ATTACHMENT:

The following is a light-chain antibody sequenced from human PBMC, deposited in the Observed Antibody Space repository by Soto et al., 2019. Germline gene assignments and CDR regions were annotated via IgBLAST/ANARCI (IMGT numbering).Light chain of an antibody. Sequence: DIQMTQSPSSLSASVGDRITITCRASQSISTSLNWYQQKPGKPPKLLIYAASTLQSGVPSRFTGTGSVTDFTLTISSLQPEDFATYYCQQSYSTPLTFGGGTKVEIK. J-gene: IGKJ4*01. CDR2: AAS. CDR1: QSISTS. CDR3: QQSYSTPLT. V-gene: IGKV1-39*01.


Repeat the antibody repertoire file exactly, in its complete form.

The following is a light-chain antibody sequenced from human PBMC, deposited in the Observed Antibody Space repository by Soto et al., 2019. Germline gene assignments and CDR regions were annotated via IgBLAST/ANARCI (IMGT numbering).Light chain of an antibody. Sequence: DIQMTQSPSSLSASVGDRITITCRASQSISTSLNWYQQKPGKPPKLLIYAASTLQSGVPSRFTGTGSVTDFTLTISSLQPEDFATYYCQQSYSTPLTFGGGTKVEIK. J-gene: IGKJ4*01. CDR2: AAS. CDR1: QSISTS. CDR3: QQSYSTPLT. V-gene: IGKV1-39*01.